I drill a small hole and put a screw in the back. I have not yet tried, but heard from one of the regulars on this forum (sorry again that the name escapes me!) that they use a mirror "hook" on the front as a tab. I am not sure the correct term, but am referring to the deals you use to mount a mirror to the wall. I plan to give that a try when I get my shop back.

              Still enjoying all 10 fingers!


              • #8
                FIghtgar: All the previous posts are good advice. I have a TS3650 which has a 1/2" thick insert, I start with "1/2") plywood (actually 15/32") and after cutting it, match up the surface with a couple layers of duct tape on the front and back ends to make up the difference. That said:
                ALWAYS secure the new ZCI before raising a blade thru it. This can be done by clamping a board across it or using your fence (on the TS3650, you have about 1 1/4 " on the right side that even a 3/4" Dado won't hit). You will need some sort of tab on the back before you put it into service. For the TS3650, the insert needs to be 1/2" thick. The tab slot in the table is 1/4" below the table surface, so you can use a variety of methods to "make a tab".
                I personally use a 7 1/4 " circular saw blade to start the slot for the 10" saw blade. Others rout a channel in the bottom (about 3/8" depth).(This is not needed for a 6, 7, or 8" dado or molding blade because they will drop below the bottom surface of the table/blank insert). The top surface is the one that matters to prevent tearout, so a larger slot in the bottom will not matter.
                To answer your original question: The original insert is slotted to handle a standard 10" saw blade and gives clearance to tilt the blade up to 45 degrees. A dado blade can be wider than the slot, so it will hit the metal insert. A zero clearance insert, by virtue of you raising the blade thru it, is exactly matched to the width of the cutting blade. This supports the wood you are cutting, preventing any tearout along the grain on the edge of the cut, giving a much cleaner cut (absolutely necessary for furniture-grade work). Please note that a ZCI made for a 10" blade at vertical will NOT have clearance to tilt the blade. Another ZCI or the stock insert must be made/used before making beveled cuts.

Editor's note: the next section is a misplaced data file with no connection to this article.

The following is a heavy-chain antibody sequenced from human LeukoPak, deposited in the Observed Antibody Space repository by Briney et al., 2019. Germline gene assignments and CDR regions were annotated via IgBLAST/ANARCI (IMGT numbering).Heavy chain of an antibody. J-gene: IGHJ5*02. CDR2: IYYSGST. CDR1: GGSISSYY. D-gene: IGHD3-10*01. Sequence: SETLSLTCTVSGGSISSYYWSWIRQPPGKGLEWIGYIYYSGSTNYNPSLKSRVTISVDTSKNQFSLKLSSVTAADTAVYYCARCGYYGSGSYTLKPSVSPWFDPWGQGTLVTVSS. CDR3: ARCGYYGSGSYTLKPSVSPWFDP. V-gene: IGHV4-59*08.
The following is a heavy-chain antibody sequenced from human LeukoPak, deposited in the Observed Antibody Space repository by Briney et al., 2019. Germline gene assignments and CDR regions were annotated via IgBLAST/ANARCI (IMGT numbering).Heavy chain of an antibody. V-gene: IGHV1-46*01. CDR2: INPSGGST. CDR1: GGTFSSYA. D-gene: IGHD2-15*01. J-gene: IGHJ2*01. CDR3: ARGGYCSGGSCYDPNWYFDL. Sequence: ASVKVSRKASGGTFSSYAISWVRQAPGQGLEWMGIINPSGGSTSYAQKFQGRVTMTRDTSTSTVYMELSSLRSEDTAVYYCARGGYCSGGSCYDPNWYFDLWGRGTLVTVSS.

A "stock" dado insert is of the max width (normally over 3/4") and so does not support the edges of the piece you are cutting, because many dadoes are less than 3/4" and the slot is wider anyway to ensure clearance. Many woodworkers will make a custom insert for bevel cuts, and even for a specific depth of dado cut if they are cutting "blind" dadoes (ones that do not go the entire length of the piece) to prevent tearout on the end as well as the sides.
                As with all methods of woodworking, there are many options to attain the same end result (for dados, you can make one ZCI for your 10" blade, cut the edges with it, and then "hog" out the middle using a stock insert. 3 passes, 3 fence adjustments, one additional blade change, and 2 more chances to mess up, but will achieve the same clean cut if nothing goes wrong). It all depends on you, how many times you plan to do the task, and how much it benefits you to make an additional "jig" to do the task.
                Dados can also be cut with a router, but that's a whole new subject!!
                Again, I got too wordy, but hope it helps you
                Practicing at practical wood working


                • #9
                  Zero Clearance Insert

                  Hi guys:

                  I need a zci as well and thought I would do it like this:

                  1. Prepare a suitably sized piece of plywood.
                  2. Lower the feet set screws in the existing throat plate insert. This will leave a small lip to locate the zci blank AND provide clearance for the blade.
                  3. Clamp a piece of waste across, yadda yadda yadda as per Sandy.

                  This idea struck me while I was assembling the saw and it seems to kill two birds with one stone - location and clearance.

                  "Dad, E means empty, NOT broken" - my cousin Doug, to his dad after the tractor ran out of diesel and Ed claimed the gas gauge was broken.